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Decision Support Systems: an Extended Taxonomy

Sean Salleh 09 Aug 2013 Modeling methods

Slicing and dicing data for insights and conclusions is all part of the decision support process. But decision support systems themselves can be sliced and diced to segment them according to operation, application, malleability and organizational sector. User preference may go towards a particular solution because of its integration with specific databases or the way it extends to include different people in the process. Some decision support systems may be built on a common ‘engine’, such as Analytica, where the design and power of the central component allows for easy and rapid adaptation to different decision support requirements.

Building a decision support system in stages Image source:

User-relationship Based Classification

User-relationship based classification was defined by Pius Haettenschwiler. In this model, there are three types of decision support systems: the passive, active and cooperative DSS. Before diving into more detail, it may be helpful to say that these three types apply to a concept of DSS with: users and participants; a specific decision context; a target system (describes preferences); a knowledge base; and an engine for analyzing and displaying decision options. A passive system is then one that helps decision making without making explicit recommendations, an active system by comparison can make explicit recommendations, and a cooperative system lets the user modify such recommendations, feed them back to the DSS for validation and iterate this process repeatedly. Given all these definitions, there are as many decision support systems as there are decisions to be made, even if they fall into one of the three passive-active-cooperative categories afterwards.

Operational Classification

In a different DSS perspective defined by Dan Power, decision support systems are divided into communication-driven, data-driven, document-driven, knowledge-driven and model-driven. Data-driven systems function with data from web datasets or data warehouses, for example, whereas document-driven systems use any, possibly unstructured information. Knowledge-driven systems store rules and procedures, and model-driven systems use data and rules input from the system-users themselves. Communication-driven systems accommodate several people and promote decision-making collaboration (also known as group decision support systems).

Complexity of data input required for some decision support systems Image source:

Technical Classification

A DSS may also be classified as text-oriented, database-oriented, spreadsheet-oriented, solver-oriented, rule-oriented, and hybrid (several of the above). A rather simpler classification (also defined by Dan Power) is: desktop DSS; and enterprise-wide DSS. The difference is in the number of users that can access the decision support system (one or many, respectively). Of course, this doesn’t stop a company from using the same engine in both cases, for instance Analytica and Analytica Cloud Player.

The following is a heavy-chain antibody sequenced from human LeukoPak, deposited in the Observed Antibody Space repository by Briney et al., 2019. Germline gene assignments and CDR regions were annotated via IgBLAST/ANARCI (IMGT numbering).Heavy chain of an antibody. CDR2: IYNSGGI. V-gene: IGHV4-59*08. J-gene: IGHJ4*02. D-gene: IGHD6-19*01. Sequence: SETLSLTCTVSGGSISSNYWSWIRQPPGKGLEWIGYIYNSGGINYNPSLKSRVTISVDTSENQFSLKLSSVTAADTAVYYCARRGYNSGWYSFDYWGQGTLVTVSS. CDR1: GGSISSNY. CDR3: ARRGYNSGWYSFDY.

Classification by Usage

Depending on how users want to use the decision support system in question, a DSS may be characterized by the different analyses it offers. A what-if analysis shows how a change in value for one variable affects other variables. A sensitivity analysis demonstrates the effect on other variables of a repeated modification to the value of one variable (with importance analysis to show which variable has the most influence on the outcome). Goal-seeking analysis iterates changes in the values of other variables until a selected variable reaches a predefined value. Optimization analysis is for identifying the optimal values of given variables under defined constraints.

Sector or Application Classification

Decision support system types in this categorization include: geographic information systems built to handle geographically referenced data; and management information systems for business activities. Other sectors such as healthcare and finance may also have decision support systems specifically adapted to their information input and output requirements. Future usage may see yet other DSS classifications defined.

If you’d like to know how Analytica, the modeling software from Lumina, can help you for many of the different categories of DSS listed above, then try a thirty day free evaluation of Analytica to see what it can do for you.

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Sean Salleh

Sean Salleh is a data scientist with experience in guiding marketing strategy from building marketing mix models, forecasting models, scenario planning models, and algorithms. He is passionate about consumer technologies and resource management. He has master's degrees in Operations Research from University of California Irvine and Mathematics from Northeastern University.

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